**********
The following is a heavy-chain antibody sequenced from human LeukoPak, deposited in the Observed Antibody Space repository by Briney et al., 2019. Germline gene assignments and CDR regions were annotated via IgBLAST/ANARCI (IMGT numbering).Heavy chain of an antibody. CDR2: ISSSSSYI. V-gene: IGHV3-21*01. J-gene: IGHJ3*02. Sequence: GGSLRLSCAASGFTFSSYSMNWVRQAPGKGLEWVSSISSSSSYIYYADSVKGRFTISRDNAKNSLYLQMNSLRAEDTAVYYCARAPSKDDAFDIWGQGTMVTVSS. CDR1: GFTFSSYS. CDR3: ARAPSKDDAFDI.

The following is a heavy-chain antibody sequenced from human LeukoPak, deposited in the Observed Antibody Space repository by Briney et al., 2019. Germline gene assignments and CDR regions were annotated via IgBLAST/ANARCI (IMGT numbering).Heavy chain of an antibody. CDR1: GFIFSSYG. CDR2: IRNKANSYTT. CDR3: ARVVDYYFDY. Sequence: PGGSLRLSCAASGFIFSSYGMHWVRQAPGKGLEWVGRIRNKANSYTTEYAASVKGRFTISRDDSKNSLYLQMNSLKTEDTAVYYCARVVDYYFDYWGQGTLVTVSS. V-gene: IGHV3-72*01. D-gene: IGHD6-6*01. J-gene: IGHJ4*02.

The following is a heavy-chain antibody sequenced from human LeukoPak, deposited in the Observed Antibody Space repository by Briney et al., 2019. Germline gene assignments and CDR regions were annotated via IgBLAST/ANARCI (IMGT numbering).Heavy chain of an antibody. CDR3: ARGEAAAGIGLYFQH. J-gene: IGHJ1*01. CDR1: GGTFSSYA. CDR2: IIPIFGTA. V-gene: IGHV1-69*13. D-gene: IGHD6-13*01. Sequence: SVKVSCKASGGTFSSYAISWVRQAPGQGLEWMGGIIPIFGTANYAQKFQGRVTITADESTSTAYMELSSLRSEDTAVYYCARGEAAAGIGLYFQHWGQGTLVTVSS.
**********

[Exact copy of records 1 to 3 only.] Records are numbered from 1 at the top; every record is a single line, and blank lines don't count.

The following is a heavy-chain antibody sequenced from human LeukoPak, deposited in the Observed Antibody Space repository by Briney et al., 2019. Germline gene assignments and CDR regions were annotated via IgBLAST/ANARCI (IMGT numbering).Heavy chain of an antibody. CDR2: ISSSSSYI. V-gene: IGHV3-21*01. J-gene: IGHJ3*02. Sequence: GGSLRLSCAASGFTFSSYSMNWVRQAPGKGLEWVSSISSSSSYIYYADSVKGRFTISRDNAKNSLYLQMNSLRAEDTAVYYCARAPSKDDAFDIWGQGTMVTVSS. CDR1: GFTFSSYS. CDR3: ARAPSKDDAFDI.

The following is a heavy-chain antibody sequenced from human LeukoPak, deposited in the Observed Antibody Space repository by Briney et al., 2019. Germline gene assignments and CDR regions were annotated via IgBLAST/ANARCI (IMGT numbering).Heavy chain of an antibody. CDR1: GFIFSSYG. CDR2: IRNKANSYTT. CDR3: ARVVDYYFDY. Sequence: PGGSLRLSCAASGFIFSSYGMHWVRQAPGKGLEWVGRIRNKANSYTTEYAASVKGRFTISRDDSKNSLYLQMNSLKTEDTAVYYCARVVDYYFDYWGQGTLVTVSS. V-gene: IGHV3-72*01. D-gene: IGHD6-6*01. J-gene: IGHJ4*02.

The following is a heavy-chain antibody sequenced from human LeukoPak, deposited in the Observed Antibody Space repository by Briney et al., 2019. Germline gene assignments and CDR regions were annotated via IgBLAST/ANARCI (IMGT numbering).Heavy chain of an antibody. CDR3: ARGEAAAGIGLYFQH. J-gene: IGHJ1*01. CDR1: GGTFSSYA. CDR2: IIPIFGTA. V-gene: IGHV1-69*13. D-gene: IGHD6-13*01. Sequence: SVKVSCKASGGTFSSYAISWVRQAPGQGLEWMGGIIPIFGTANYAQKFQGRVTITADESTSTAYMELSSLRSEDTAVYYCARGEAAAGIGLYFQHWGQGTLVTVSS.